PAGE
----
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Poem by Richard Monckton Milnes

A Dream in a Gondola

I had a dream of waters: I was borne
Fast down the slimy tide
Of eldest Nile, and endless flats forlorn
Stretched out on either side,--
Save where from time to time arose
Red Pyramids, like flames in forced repose,
And Sphynxes gazed, vast countenances bland,
Athwart that river--sea and sea of sand.

It is the nature of the Life of Dream,
To make all action of our mental springs,
Howe'er unnatural, discrepant, and strange,
Be as the unfolding of most usual things;
And thus to me no wonder did there seem,
When, by a subtle change,
The heavy ample byblus--wingèd boat,
In which I lay afloat,
Became a deft canoe, light--wove
Of painted bark, gay--set with lustrous shells,
Faintingly rocked within a lonesome cove,
Of some rich island where the Indian dwells;
Below, the water's pure white light
Took colour from reflected blooms,
And, through the forest's deepening glooms,
Birds of illuminated plumes
Came out like stars in summer night:
And close beside, all fearless and serene,
Within a niche of drooping green,
A girl, with limbs fine--rounded and clear--brown,
And hair thick--waving down,
Advancing one small foot, in beauty stood,
Trying the temper of the lambent flood.

But on my spirit in that spicèd air
Embalmed, and in luxurious senses drowned,
Another change of sweet and fair
There passed, and of the scene around
Nothing remained the same in sight or sound:
For now the Wanderer of my dream
Was gliding down a fable--stream
Of long--dead Hellas, with much treasure
Of inworking thoughtful pleasure;
While the silver line meanders
Through the tall pink oleanders,
Through the wood of tufted rushes,
Through the arbute's ruby--bushes,
Voices of a happy hymn
Every moment grow less dim,
Till at last the slim caïque
(Hollowed from a single stem
Of a hill--brow's diadem)
Rests in a deep--dented creek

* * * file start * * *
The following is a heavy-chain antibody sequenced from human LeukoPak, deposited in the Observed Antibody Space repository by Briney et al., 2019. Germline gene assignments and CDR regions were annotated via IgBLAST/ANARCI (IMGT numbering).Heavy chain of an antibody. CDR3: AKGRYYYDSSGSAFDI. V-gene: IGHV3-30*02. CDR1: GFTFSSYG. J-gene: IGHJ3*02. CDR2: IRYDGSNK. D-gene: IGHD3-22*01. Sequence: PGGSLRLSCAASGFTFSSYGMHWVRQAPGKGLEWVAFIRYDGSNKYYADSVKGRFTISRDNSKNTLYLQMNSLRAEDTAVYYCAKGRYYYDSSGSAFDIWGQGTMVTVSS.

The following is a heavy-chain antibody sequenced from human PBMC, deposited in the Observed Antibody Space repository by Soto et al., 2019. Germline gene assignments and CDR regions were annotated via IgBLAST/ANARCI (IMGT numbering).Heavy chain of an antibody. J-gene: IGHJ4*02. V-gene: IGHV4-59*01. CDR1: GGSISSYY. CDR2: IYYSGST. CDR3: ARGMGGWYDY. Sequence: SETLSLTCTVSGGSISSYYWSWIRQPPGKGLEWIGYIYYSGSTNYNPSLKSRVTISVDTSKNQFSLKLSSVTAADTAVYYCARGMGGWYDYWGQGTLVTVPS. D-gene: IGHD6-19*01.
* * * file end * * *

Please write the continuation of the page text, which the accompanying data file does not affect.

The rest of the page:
Myrtle--ambushed,--and above
Songs, the very breath of Love,
Stream from Temples reverend--old,
Porticoes of Doric mould,
Snow--white islands of devotion,
Planted in the rose and gold
Of the evening's aether--ocean;--
O joyant Earth! belovèd Grecian sky!
O favoured Wanderer--honoured dreamer I!

Yet not less favoured when awake,--for now,
Across my torpid brow
Swept a cool current of the young night's air,
With a sharp kiss, and there
Was I all clear awake,--drawn soft along
There in my own dear Gondola, among
The bright--eyed Venice isles,
Lit up in constant smiles.--
What had my thoughts and heart to do
With wild Egyptain bark, or frail canoe,
Or mythic skiff out of Saturnian days,
When I was there, with that rare scene to praise,
That Gondola to rest in and enjoy,
That actual bliss to taste without alloy?

Cradler of placid pleasures, deep delights,
Bosomer of the Poet's wearied mind,
Tempter from vulgar passions, scorns and spites,
Enfolder of all feelings that be kind!
Before our souls thy quiet motions spread,
In one great calm, one undivided plain,
Immediate joy, blest memories of the dead,
And iris--tinted forms of hope's domain,
Child of the still Lagoons!
Open to every show
Of summer sunsets and autumnal moons,
Such as no other space of world can know,--
Dear Boat, that makest dear
Whatever thou com'st near,--
In thy repose still let me gently roam,
Still on thy couch of beauty find a home;
Still let me share thy comfortable peace
With all I have of dearest upon Earth,
Friend, mistress, sister; and when death's release
Shall call my spirit to another birth,
Would that I might thus lightly lapse away,
Alone,--by moonlight,--in a Gondola.

Richard Monckton Milnes

Richard Monckton Milnes's other poems:
  1. London Churches
  2. The Subterranean River, At Cong
  3. Switzerland and Italy
  4. To the Moon of the South
  5. Valentia

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